The regiment also mobilized the 34th Fort Garry Horse Overseas Training Depot, CEF, on 15 June 1917. It was re-designated the 34th Fort Garry Horse, Depot Squadron, CEF, on 1 January 1917 and embarked for Britain on 21 May 1917, where it provided reinforcements to the Canadian Corps in the field. The squadron was disbanded on 6 November 1920.

The 226th Battalion (Men of the North), CEF, was authorized on 15 July 1916 and embarked for Britain on 16 December 1916, where its personnel were absorbed by the 14th Reserve Battalion, CEF on 7 April 1917 to provide reinforcements for the Canadian Corps in the field. The battalion was disbanded on 27 July 1917.

The Second World War[edit | edit source]

File:FGH camp flag.jpg

The camp flag of the Fort Garry Horse.

The regiment mobilized The Fort Garry Horse, CASF, on 1 September 1939. It was redesignated as the 10th Armoured Regiment (The Fort Garry Horse), CASF, on 11 February 1941, the 10th Armoured Regiment (The Fort Garry Horse), CAC, CASF, on 15 October 1943 and the 10th Armoured Regiment (The Fort Garry Horse), RCAC, CASF, on 2 August 1945. The regiment embarked for Britain in November 1941.

The regiment landed in Normandy on 6 June 1944, as a part of the 2nd Canadian Armoured Brigade, in support of the 8th Infantry Brigade, 3rd Canadian Infantry Division, and fought in North-West Europe until the end of the war. The overseas regiment was disbanded on 31 January 1946.[1]

Battle honours[edit | edit source]

File:FGH guidon.jpg

The guidon of the Fort Garry Horse.

Those battle honours in bold type are emblazoned on the regiment's guidon.

North West Rebellion
The Great War
The Second World War

Other information[edit | edit source]

  • Facings: yellow
  • Colours: regimental guidon, presented to the 2nd Fort Garry Horse (Militia) in 1963 and 1st Fort Garry Horse (Regular) in 1964. When the regular force unit was disbanded, their guidon was presented to the Lieutenant Governor of Manitoba for safekeeping. It remains on display in the Manitoba Legislative Building. The guidon presented in 1963 is kept and still used by the unit.[citation needed]

Alliances[edit | edit source]

Order of precedence[edit | edit source]

Preceded by
The British Columbia Dragoons
The Fort Garry Horse Succeeded by
Le Régiment de Hull (RCAC)

Armoury[edit | edit source]

The Fort Garry Horse and the regimental museum are located in McGregor Armoury at 551 Machray Avenue, Winnipeg, Manitoba. Designed by David Ewart it is drill hall with Scottish baronial style façades built in 1914–5 The building was recognized in the Register of the Government of Canada Heritage Buildings in 1994.

Memorial Wall[edit | edit source]

Dedicated on 12 November 1995 to members of the Fort Garry Horse who have died on active service, a memorial wall incorporates the battle honours, the names of the deceased members (with the date of their death), an inscription, the regimental guidon (Fort Garry gate and the regimental motto), and the cap badges used in 1914 and 1939.[3]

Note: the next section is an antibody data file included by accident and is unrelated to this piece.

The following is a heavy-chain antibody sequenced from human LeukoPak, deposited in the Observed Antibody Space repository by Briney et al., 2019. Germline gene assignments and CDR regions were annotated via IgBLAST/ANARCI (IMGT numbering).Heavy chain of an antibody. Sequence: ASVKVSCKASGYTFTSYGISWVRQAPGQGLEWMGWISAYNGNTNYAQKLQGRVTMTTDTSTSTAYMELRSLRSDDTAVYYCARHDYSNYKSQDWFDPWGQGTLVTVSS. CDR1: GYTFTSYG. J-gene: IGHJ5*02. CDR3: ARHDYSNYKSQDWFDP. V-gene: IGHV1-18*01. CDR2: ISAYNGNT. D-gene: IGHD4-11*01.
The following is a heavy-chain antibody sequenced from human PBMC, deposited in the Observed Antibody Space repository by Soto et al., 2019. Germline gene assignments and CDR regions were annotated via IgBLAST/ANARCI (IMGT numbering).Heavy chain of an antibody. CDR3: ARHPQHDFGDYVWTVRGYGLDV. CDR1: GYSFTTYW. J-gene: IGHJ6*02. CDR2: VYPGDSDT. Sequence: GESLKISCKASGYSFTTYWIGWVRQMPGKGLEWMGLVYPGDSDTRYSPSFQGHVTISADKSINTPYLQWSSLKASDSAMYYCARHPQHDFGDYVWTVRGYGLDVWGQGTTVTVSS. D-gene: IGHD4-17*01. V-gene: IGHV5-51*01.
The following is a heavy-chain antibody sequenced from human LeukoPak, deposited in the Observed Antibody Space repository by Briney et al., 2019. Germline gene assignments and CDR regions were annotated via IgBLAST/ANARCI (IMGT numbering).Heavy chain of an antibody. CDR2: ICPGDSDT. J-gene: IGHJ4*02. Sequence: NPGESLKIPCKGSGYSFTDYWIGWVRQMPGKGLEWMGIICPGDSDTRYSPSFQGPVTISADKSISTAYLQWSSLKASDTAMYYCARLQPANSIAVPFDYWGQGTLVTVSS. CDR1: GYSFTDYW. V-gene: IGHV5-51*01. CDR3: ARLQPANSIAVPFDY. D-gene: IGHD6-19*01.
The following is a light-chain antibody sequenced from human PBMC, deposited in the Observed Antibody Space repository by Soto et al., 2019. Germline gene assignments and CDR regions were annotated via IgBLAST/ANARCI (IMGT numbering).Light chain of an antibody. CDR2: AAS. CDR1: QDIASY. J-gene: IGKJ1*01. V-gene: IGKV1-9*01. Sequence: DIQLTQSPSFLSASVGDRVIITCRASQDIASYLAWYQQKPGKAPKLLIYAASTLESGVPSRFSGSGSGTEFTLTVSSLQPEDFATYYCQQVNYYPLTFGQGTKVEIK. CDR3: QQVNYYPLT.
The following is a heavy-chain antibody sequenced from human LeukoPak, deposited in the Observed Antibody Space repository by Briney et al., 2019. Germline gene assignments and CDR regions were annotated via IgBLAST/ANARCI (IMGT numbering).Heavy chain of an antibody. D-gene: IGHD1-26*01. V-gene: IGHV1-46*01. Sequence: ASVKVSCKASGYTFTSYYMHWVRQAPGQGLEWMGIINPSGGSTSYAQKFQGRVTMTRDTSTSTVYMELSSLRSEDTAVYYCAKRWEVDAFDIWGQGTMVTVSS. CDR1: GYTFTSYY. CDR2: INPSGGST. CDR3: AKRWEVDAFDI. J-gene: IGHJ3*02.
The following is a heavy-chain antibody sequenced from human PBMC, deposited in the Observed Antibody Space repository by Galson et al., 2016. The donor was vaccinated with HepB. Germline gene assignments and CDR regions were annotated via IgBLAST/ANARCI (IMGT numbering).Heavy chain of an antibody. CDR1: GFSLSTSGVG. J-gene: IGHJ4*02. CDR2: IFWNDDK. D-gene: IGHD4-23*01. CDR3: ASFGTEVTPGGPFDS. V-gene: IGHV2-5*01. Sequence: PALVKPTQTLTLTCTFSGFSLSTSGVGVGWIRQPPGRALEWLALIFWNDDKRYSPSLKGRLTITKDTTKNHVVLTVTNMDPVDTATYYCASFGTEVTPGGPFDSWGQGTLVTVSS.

A wall hanging incorporates two lances; the regimental cap badge; the regimental motto and the battle honours won during the North West Rebellion and the First and Second World Wars.[4]

Plaques[edit | edit source]

Donated in May 1970, a plaque is dedicated to the members of the Fort Garry Horse who participated in the liberation of The Netherlands in 1944-45.[5]

A plaque was dedicated to the members of the regiment who participated in the Normandy landings and the liberation of Bernières-sur-Mer in France.[6]

A replica of a cairn at Saint Aubin-sur-Mer, dedicated to members of the Fort Garry Horse who landed on the beaches of Normandy on 6 June 1944 was constructed for the regiment in 1965.[7]

Windows[edit | edit source]

Stained glass windows were removed from the Regimental Church in Hemer, West Germany and transported to Winnipeg as a memorial to the regiment's service in Europe from 1962 to 1966.[8]

Vehicles[edit | edit source]

A Lynx reconnaissance vehicle, which was used in the Canadian military as an armoured reconnaissance and command vehicle, is on the grounds.[9]

A Sherman M4A2, which was used by Fort Garry Horse from the Second weapon (Sherman tank) is on the grounds [10]

See also[edit | edit source]

References[edit | edit source]

Notes
  1. 1.0 1.1 1.2 1.3 Canadian Forces Publication A-DH-267-003 Insignia and Lineages of the Canadian Forces. Volume 3: Combat Arms Regiments.
  2. "The Fort Garry Horse". Official Lineages, Volume 3, Part 1: Armour, Artillery and Field Engineer Regiments – Armour Regiments. Directorate of History and Heritage. http://www.cmp-cpm.forces.gc.ca/dhh-dhp/his/ol-lo/vol-tom-3/par1/arm-bli/FGH-eng.asp. Retrieved 15 October 2012. 
  3. Memorial wall
  4. Fort Garry Horse wall hanging
  5. liberation of The Netherlands
  6. Bernières-sur-Mer
  7. cairn at Saint Aubin-sur-Mer
  8. Stained glass windows
  9. Lynx reconnaissance vehicle
  10. Sherman M4A2
Bibliography

External links[edit | edit source]